Louisville Magazine

OCT 2018

Louisville Magazine is Louisville's city magazine, covering Louisville people, lifestyles, politics, sports, restaurants, entertainment and homes. Includes a monthly calendar of events.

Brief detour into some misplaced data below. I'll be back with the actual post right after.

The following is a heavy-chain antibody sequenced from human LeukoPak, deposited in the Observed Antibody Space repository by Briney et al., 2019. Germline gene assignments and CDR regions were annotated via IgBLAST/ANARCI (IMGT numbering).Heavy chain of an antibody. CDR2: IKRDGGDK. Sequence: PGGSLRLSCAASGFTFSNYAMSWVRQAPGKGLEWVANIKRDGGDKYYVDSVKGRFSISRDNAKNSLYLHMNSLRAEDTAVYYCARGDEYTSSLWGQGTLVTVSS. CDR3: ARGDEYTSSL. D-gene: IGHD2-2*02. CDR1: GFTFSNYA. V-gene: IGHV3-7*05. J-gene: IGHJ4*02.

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bearnos.com 32 LOUISVILLE MAGAZINE 10.18 THE BIT A BIT TO DO Kid-asana Doing yoga with goats. The sun peeks through the slats of barn wood, and the smells of manure and cedar fill my nostrils. The only thing between me and a face full of goat turds is a squishy yoga mat, and I'm starting to think the mat has already been compromised. I'm doing yoga with goats at Sunny Acres Farm, past Jeffersontown and the Gene Snyder. Why would anyone choose to take a down-and-dirty yoga session in a barn? The enthusiastic yet calming yoga teacher helps, but it's the furry, prancing, adorable goats that keep me here. The barn stands at the end of a gravel road, a welcoming party of turkeys roaming at the entrance. Inside, a gated circle con- tains 15 people, seven goats and one sheep named Leo. Farm manager Samantha McNay and her fiance Robert Miles had been think- ing about goat yoga last year when a class in Oregon went viral. "We like to be a little out of the box," McNay says. They had the goats, but no yogi. Then McNay met Izzy Nalley at the Schnitzelburg Community Farmers' Market. "I've done yoga with puppies and kit- tens, so I'm like, 'Yoga with goats? Let's give it a try,'" says Nalley, who has been teaching yoga for 11 years. Sunny Acres hosted a few classes last year and has been ramping them up since then. "It's distracted yoga," McNay says. "People use animals for anxiety issues or when they just need happiness. And it gives the goats a valid excuse to bounce around on people and have a little fun." As I play Twister around the three goats on my mat, giggling breaks out. To my right, a goat drools on a woman's neck while she's in downward dog. "Downward goat," Nalley says. Not even five minutes later, a goat named Hershey Ninja straddles a man's head while he's in child's pose. The goats continue to cutely harass the class for the entire 30 minutes. Hershey Ninja attempts to give Nalley a haircut. A goat named Teddy Bear poops. "Usually it's no big deal. We just turn the mat over or get them a new mat," Miles says. All of the goats were bottle-fed as kids, making them familiar with humans. "A lot of times, people will come in with frowns on their faces," McNay says, "and by the time they leave, they're smiling, laughing and carrying on." — Meghan Breen

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